Gulf Air's famous Golden Falcon was once an icon of premium airline travel.
The Gulf's original network airline was a pioneer as the long-haul widebody era began in the 1970s. And for many an ambitious young airline clerk or pilot serving with a European carrier, it represented a glamorous opportunity not to be missed.
That was three decades ago, a time when its main base - Bahrain - was an engine room of the region. The city state was the first destination on the British Airways Concorde network.
But the multinational airline became a victim of its own success. Being owned equally by Bahrain, Oman, Qatar and the UAE's capital, Abu Dhabi, meant it was well funded, but the penalty was that it had to serve each of its masters. This resulted in an unfocused, multi-hub operation - where frequencies to each were often driven by who was running the airline as each owner took its turn.
© Simon Wilson/AirTeamImages.com
Meanwhile, up the road from Abu Dhabi, the relatively small trading port of Dubai was feeling a little left out, and launched Emirates in 1985. And it was ex-Gulf Air management - notably an Emirates founder member and current president Tim Clark - who realised that by taking the essence of the Gulf Air modus operandi - a strong brand and the latest generation aircraft - but focusing on a single hub, a successful network player could evolve.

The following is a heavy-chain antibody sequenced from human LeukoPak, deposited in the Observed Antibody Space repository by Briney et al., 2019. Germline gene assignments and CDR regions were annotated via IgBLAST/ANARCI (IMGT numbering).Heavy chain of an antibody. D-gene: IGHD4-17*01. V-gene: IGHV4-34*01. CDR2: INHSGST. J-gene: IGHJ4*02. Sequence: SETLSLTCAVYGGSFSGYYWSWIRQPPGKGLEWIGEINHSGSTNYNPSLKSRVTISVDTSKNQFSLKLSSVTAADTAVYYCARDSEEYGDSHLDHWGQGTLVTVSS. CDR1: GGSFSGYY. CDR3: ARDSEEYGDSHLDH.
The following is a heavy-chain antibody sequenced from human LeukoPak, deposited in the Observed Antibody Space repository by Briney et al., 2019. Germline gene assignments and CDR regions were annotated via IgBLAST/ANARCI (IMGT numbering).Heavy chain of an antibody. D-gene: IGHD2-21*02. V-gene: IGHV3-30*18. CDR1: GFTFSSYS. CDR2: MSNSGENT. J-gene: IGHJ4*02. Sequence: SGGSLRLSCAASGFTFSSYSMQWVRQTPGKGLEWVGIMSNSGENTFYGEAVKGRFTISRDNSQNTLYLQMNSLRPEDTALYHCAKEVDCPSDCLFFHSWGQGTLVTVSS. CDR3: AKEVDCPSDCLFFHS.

And as aircraft range capability grew to match Emirates' ambitions, it made the most of the Gulf's geographic location, becoming the world's fastest growing global network carrier.
This success in turn prompted Abu Dhabi and Qatar to leave and start their own network carriers, while Oman has also pulled out to focus on its state airline.
And poor old Gulf Air was left behind eating dust in this stampede. For a while it tried to live with the young upstarts, but after a series of management changes it has at last recognised that the world doesn't need - and can't take - another Gulf network carrier.
Describing the loss-making airline as a burden on Bahrain's economy, boss Samer Majali has unveiled a credible restructuring plan, envisaging a resized airline focused on regional connections, but retaining key international links.
Some may wonder why a small kingdom like Bahrain chooses to retain a national carrier. If the airline fails to keep faith with the Majali plan, things may be taken out of its hands.